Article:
In partnership with the Maine Memory Network Maine Memory Network

Thomaston: The Town that Went to Sea

Henry Knox

Text by Lorna Berry Prescott and Ellen Dyer
Images from the General Henry Knox Museum, the Thomaston Historical Society and the Maine Historical Society

Major General Henry Knox, ca. 1860
Major General Henry Knox, ca. 1860Item Contributed by
Maine Historical Society

Much has been written about Major General Henry Knox and his involvement in the American Revolution, from 1775 – 1783. The bulk of the research that has been done on his personal and business papers has focused on his national career: His years as chief of artillery during the Revolution, as well as the nearly ten years he served as George Washington's Secretary at War under the Articles of Confederation and later Secretary of War under the Constitution. Several biographies deal with these parts of his life in detail.

Montpelier, Home of General Henry Knox
Montpelier, Home of General Henry KnoxItem Contributed by
Montpelier, The General Henry Knox Museum

Consequently, what gets less attention is Knox's involvement in the development of Maine. In 1794, he submitted his resignation as Secretary of War in order to move his wife Lucy and his six living children to his newly constructed home, Montpelier, at the head of the St. Georges River in Thomaston. There he intended to "embark [his] all on the attempt to promote the settlement and prosperity of the District of Maine," as he wrote to his friend Joseph Peirce in 1795. And indeed, he was involved in several local projects – logging, lime burning, canals, ship building and brick making all over what was then Lincoln County. He was also involved in civic projects, including the construction of a meeting house and the formation of local militia companies. The local citizens, looking forward to their arrival, welcomed the Knox family in a formal address.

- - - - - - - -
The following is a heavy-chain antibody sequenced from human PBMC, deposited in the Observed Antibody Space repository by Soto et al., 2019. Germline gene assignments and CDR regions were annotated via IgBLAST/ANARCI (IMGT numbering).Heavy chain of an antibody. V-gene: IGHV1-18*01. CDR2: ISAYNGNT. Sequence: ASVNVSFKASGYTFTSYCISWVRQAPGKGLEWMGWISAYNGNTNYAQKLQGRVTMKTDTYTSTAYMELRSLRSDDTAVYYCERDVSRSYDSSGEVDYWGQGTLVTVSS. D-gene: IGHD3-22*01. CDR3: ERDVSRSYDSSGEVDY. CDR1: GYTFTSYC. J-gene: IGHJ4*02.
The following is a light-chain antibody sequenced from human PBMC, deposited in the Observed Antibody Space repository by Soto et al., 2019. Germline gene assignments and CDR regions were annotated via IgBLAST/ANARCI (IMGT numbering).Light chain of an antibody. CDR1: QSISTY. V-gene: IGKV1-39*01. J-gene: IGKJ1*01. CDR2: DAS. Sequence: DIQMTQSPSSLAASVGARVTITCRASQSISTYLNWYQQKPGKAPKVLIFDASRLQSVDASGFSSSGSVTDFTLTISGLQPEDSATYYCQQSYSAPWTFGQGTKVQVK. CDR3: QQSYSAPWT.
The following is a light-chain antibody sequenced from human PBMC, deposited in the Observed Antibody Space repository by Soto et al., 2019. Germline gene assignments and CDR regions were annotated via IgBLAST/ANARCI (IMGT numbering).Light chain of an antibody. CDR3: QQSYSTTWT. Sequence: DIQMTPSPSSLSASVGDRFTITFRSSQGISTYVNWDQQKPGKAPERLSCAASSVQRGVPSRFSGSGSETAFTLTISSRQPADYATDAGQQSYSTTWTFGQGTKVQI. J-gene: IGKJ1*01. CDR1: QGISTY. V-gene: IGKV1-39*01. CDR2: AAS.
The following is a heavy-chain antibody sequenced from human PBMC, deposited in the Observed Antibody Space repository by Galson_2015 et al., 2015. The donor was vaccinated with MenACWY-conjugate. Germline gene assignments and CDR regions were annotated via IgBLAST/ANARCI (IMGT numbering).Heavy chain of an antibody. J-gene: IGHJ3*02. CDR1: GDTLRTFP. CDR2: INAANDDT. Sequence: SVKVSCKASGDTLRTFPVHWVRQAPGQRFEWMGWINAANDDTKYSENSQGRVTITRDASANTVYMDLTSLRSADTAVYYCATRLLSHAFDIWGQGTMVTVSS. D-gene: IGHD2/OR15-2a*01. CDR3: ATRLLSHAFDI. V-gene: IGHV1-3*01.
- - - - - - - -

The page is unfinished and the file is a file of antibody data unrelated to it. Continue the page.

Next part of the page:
For his part, Knox clearly loved the town of Thomaston, as evidenced in a letter he wrote to friends shortly after returning to Montpelier on May 24, 1801: After a pleasant run of 37 hours we arrived at our home. Nothing could be more light than the breeze, and nothing more quiet than the vessel. Indeed, Mrs. Knox complained that the rocking was not sufficient to lull and keep her asleep. The country was delightful and verdant as imagination can picture...

Henry Knox's Wastebook, ca. 1804
Henry Knox's Wastebook, ca. 1804Item Contributed by
Montpelier, The General Henry Knox Museum

Daily, Knox kept rough entries of his various business dealings in wastebooks, ledgers that contained rough accountings of his business dealings. His 1804 - 1805 wastebook records such details as who he was employing in his varous lime burning, brick making, and ship building enterprises, how much he was producing, who he was selling his products to, and how he was delivering those products. Using this wastebook as a snapshot of his life in Thomaston, this exhibit seeks to explore the many ways that Henry Knox and Thomaston left their marks on each other.